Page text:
Last year the Intergovernmental Science-Policy Platform on Biodiversity and Ecosystem Services (IPBES) published a kick-in-the-gut report about the surging wave of extinction upon our local life-support system, Planet Earth.
Their report—based on the work of 450 researchers from around the world and 15,000 scientific and government reports—warned of immediate, grave danger. “The overwhelming evidence…from a wide range of different fields of knowledge, presents an ominous picture.”
The health of ecosystems on which we and all other species depend is deteriorating rapidly. We are eroding the very foundations of our economies, livelihoods, food security, health and quality of life worldwide.”
…The late Algonquin elder Grandfather William Commanda was among the many native elders offering explicit, and enduring guidance on how to reckon with this…
The rest of this blog post is available via this link at Mother Earth News.
“Agroecology is the future of farming, and its principles cannot be practiced soon enough. Agroecology is a major global force or movement that’s going to be gaining recognition and increasing credibility.” —John Ikerd, agricultural economist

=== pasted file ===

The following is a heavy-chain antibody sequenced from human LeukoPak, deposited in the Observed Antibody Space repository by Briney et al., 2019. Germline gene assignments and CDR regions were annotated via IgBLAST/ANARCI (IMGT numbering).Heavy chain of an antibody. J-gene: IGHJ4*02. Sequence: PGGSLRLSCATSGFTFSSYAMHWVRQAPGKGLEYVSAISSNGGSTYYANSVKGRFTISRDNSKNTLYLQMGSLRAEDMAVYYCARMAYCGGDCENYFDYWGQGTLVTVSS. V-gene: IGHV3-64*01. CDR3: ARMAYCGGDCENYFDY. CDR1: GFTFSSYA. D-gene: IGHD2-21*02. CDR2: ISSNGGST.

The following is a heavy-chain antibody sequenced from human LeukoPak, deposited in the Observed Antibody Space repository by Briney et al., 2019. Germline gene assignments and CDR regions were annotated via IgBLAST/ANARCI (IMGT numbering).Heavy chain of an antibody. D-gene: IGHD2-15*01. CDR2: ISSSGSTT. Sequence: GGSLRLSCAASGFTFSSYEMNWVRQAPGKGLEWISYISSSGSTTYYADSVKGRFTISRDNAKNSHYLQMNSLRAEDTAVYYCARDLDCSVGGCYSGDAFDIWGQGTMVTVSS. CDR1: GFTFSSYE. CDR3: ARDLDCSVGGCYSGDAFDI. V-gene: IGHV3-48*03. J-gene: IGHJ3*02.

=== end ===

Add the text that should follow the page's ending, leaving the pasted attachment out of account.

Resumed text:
As I came to appreciate while learning about agroecology, the subject has depth, breadth, and sophistication. Agroecology offers a penetrating critique of the status quo for farms and food, and also a far-reaching, environmentally enlightened, justice-based vision of better ways to care for land, plants, animals, and people.
Rather than a mechanistic formula for domination of nature to produce profits for a small group of investors, the core ideas of agroecology arise naturally from living, rhythmic, biological appreciation of the world and the life that inhabits the world. Consequently, the global movement toward agroecology has the capacity to recognize and to employ systems that bring human needs into right relation with the needs of the natural world.
As University of Nebraska-Lincoln Professor Charles A Francis noted in Agroecology: The Ecology of Food Systems, food systems are vast and fragile. They exist in the multiple and interacting matrices of our increasingly complex national and global cultures.